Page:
Many people know how many percents of their networth is invested in X. However, occasionally it is much more important how you invest your time. I call this (surprise) “time allocation”. Let’s see how to do this and a couple of unexpected examples, where percentage looks much scarier than the plain number of hours.
I started looking into this topic to estimate how much “free” time I normally have per week. The idea was to make sure that, when I plan something for a given week, I don’t set obviously unreasonable goals. At first this wasn’t anything special, I just used some quick spreadsheet and got the numbers. However, then I checked the percentages (i.e. how many percent of my weekly time a given activity takes) and was surprised by how much I underestimated them.
This way of looking at your time allocation has many interesting properties. For example, if you do some activity every week (let’s imagine for the rest of your life), then this weekly time allocation becomes “rest of your life” time allocation. This definitely makes you feel differently. This implicitly forces you to prioritize: “Wait, this will take 10% of my life, do I actually need to do this?”.
Another observation is that time is your main resource. Yes, you can use money for some approximation, but money is just a representation of your time.
If I know how you spend your money and your asset allocation, I do know a lot about you. But knowing how you spend your time, gives away almost everything about you, except your reasons for doing something, i.e. “why”.
There is a common advice to look at what people do and not what they say. This exercise partially helps you to look at what you do, instead of what you feel you do or want to do. People are bad at estimates and it is very easy to say I am X (e.g. writer) and feel like you spend enough time on this activity. What if you discover that only 5% of your weekly time goes to X? Are you then just 5% of a writer?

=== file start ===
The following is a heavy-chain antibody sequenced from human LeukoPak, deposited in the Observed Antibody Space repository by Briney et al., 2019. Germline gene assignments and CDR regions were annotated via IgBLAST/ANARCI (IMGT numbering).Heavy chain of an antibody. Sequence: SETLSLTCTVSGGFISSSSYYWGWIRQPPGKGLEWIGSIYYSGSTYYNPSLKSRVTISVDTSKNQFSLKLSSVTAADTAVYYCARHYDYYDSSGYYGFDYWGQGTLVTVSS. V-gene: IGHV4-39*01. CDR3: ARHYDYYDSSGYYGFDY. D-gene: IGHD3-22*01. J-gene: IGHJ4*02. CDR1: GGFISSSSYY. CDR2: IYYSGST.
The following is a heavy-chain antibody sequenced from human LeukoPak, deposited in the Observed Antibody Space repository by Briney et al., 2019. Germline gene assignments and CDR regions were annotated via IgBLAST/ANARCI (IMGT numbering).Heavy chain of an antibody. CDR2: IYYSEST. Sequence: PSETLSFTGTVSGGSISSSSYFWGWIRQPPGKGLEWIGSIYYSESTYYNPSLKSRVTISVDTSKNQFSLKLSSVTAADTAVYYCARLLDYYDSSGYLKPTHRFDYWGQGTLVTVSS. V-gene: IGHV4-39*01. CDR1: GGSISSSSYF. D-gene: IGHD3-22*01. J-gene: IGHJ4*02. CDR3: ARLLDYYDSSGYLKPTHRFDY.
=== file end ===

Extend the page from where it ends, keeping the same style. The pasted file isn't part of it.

It would also be peculiar to know at the end of a life how much time went into something. This could be some kind of ultimate measure, how much of a writer a person was. Obviously, different activities consume time differently, so it may be that you are indeed a writer, this just didn’t require that much time. I agree. I don’t claim that this “answers your life question” or that it is completely perfect. No, but it gives an interesting perspective, which I enjoy and find useful.
Unfortunately it may be tricky to get a complete picture, since majority of things we do are not repeated across weeks. I suggest you to start with at least something and just consider activities you do weekly.
I definitely plan to explore better time tracking (probably at a very low granularity for a short period of time). I do track my expenses, so optimizing time is an obvious next target. Having this data would help me to get a better picture of my actual time allocation.
I hope that you are now intrigued enough to give it a try. I prepared a spreadsheet, which you can reuse (just make a copy). 5 minutes granularity was reasonable for me, so that’s what the spreadsheet has, however, you are welcome to use 1 hour.
Basically each cell means “how I spend the next 5 minutes”. Below there are cells with all the calculations (sums and ratios). The data is just an example to give you an idea what you can do.
Let’s see how various activity durations correspond to percentages:
- 1 hour daily -> 1 hour / day * 7 days / (168 hours / week) = 4.1% week
- 1 hour every working day -> 1 hour / day * 5 days / (168 hours / week) = 2.9% week
- 1 hour once a week -> 1 hour / (168 hours / week) = 0.59% week
- 1 minute daily -> 1 minute / day * / (60 minutes / hour * 168 hours / week) = 0.069% week
Is anyone asking your for a commitment taking 1 hour once a week for the rest of your life? If you agree, you will “spend” 0.59% of the rest of your life.
Obviously everyone has to sleep and do exercises and this is good. However, when these are taken into account in the denominator, we are implicitly incentivized to spend less time on them. This feels wrong. Thus, you may subtract some activities from denominator (i.e. from 168 hours per week, sleep is an obvious candidate) to mitigate this issue. For my use case, this was not needed.
Happy conscious time planning!